This is the exercise: https://forum.duolingo.com/comment/1389900

The sentence is on the table (dinner, food, etc) Someone replied this: "I'm no expert, but as far as I have been able to research it, this is what I got. (Any corrections would be great)

Italian "in" is used as English "on" when the related noun is an abstract noun. And I'm guessing since the word "tavola" is not just a plain old "tavolo", it might count as an abstract noun in this case."

In tavola - on the table (food) a tavola - at the table (people)


Why is it sometimes a tavola and sometimes il tavolo?


I found this:


"Il tavolo is ‘the table’, in the sense of a piece of furniture. However if ‘the table’ is prepared for a meal, it becomes la tavola.

At home, when food is ready and you want to call your friends and family to the table to eat, you would say a tavola or è pronto in tavola. However, when calling to book a table at a restaurant, you would say vorrei prenotare un tavolo."


In English you can say "Your family is at table" to mean they are sitting around the table having a meal. Is this what the Italian means?


Yes, it's the same meaning.


In this translation, there is no specificity regarding the table so the article "the" is not articulated but is implied. If the translation spoke to "the red table," the article would be articulated for specificity (la tavola rossa). Using the word "tavola" reflects a table for a meal while "tavolo" is a piece of furniture.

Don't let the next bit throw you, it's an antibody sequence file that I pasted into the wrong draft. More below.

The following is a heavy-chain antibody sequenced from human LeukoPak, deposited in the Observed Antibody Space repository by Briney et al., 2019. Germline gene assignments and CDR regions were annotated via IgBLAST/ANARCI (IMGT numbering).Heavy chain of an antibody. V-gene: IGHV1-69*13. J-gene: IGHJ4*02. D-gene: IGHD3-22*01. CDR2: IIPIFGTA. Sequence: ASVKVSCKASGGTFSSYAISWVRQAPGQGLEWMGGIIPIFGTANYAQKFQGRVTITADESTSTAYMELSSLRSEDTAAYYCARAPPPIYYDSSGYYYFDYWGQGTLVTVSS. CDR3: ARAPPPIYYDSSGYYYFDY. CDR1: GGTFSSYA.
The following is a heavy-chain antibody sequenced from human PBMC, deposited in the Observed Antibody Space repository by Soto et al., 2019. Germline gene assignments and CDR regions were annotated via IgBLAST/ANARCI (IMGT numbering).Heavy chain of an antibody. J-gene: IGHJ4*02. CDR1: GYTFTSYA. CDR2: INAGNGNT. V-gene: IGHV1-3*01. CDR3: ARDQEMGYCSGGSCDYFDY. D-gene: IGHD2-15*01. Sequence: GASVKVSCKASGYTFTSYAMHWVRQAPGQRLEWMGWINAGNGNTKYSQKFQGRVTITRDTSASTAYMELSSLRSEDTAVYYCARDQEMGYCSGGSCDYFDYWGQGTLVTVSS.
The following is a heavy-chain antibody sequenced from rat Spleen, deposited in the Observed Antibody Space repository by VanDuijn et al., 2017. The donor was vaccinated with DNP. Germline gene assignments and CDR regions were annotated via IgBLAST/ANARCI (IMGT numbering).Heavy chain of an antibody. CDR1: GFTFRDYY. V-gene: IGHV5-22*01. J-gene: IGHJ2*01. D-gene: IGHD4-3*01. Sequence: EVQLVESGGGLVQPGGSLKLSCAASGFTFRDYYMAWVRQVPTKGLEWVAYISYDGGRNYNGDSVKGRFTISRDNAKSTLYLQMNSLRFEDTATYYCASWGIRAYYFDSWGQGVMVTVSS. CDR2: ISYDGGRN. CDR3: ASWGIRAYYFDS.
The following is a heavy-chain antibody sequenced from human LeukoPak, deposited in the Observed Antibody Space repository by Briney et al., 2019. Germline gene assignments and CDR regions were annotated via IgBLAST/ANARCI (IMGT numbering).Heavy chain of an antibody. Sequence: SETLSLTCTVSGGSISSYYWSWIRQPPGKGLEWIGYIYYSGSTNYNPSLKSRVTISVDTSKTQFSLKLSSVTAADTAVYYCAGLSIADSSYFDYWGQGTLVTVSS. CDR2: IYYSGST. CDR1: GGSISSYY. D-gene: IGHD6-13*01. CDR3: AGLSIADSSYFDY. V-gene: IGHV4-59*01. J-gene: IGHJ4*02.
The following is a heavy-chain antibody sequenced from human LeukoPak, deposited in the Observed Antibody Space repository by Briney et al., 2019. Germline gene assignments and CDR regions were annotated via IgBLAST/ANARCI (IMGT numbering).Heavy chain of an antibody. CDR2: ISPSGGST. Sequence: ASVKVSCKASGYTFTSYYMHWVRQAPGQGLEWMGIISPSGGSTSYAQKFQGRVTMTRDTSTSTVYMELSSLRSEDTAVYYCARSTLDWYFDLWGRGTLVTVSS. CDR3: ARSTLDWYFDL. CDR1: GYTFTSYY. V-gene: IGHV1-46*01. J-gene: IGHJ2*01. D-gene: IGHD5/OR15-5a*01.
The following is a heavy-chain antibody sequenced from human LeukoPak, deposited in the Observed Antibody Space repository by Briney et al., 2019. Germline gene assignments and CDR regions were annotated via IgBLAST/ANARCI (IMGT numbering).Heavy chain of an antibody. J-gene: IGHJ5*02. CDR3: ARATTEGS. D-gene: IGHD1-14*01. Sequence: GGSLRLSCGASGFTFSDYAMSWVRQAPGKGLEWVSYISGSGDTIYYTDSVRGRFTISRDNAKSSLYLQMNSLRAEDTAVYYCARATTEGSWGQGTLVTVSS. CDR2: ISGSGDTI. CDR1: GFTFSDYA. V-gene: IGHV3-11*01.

Tavola here is a furniture , the guy told on the other exercise that " tavolo is used for furniture" ... God save the Queen !


Yes, "tavolo" usually refers to a table as a piece of furniture, while "tavola" refers to a set table. "Etichetta da tavola" Is "table etiquette" while you would, "mettere il piatto sul tavolo."


This is another example of the failure of the Duolingo system, where the lack of explanation of context (furniture v. Family activity) makes it impossible to tease out the difference between tavolo and tavola.


Just a few moments ago my english was marked wrong when i wrote My family are...,corrected to is. Inconsistent or what!!!


Completely consistent ! Although a family , a team, or a crowd can consist of many people, each one is a single entity. That is why your error was corrected. Several earlier comments have made the same point.


Is tavola and tavolo interchangeable?


No, they have different meanings - masculin is the piece of furniture, feminine is the prepared table for a meal


So "a tavola" is "at THE table". Would "alla tavola" be good Italian also, be bad Italian or just mean something different? I am getting no nearer understanding when you must include a definite article, when you must not, and when it doesn't matter.


Why is it "è" and not "sono"? They are a group


I wrote the exact translation and got it wrong


nobody invited them tho kick em out (except my brother)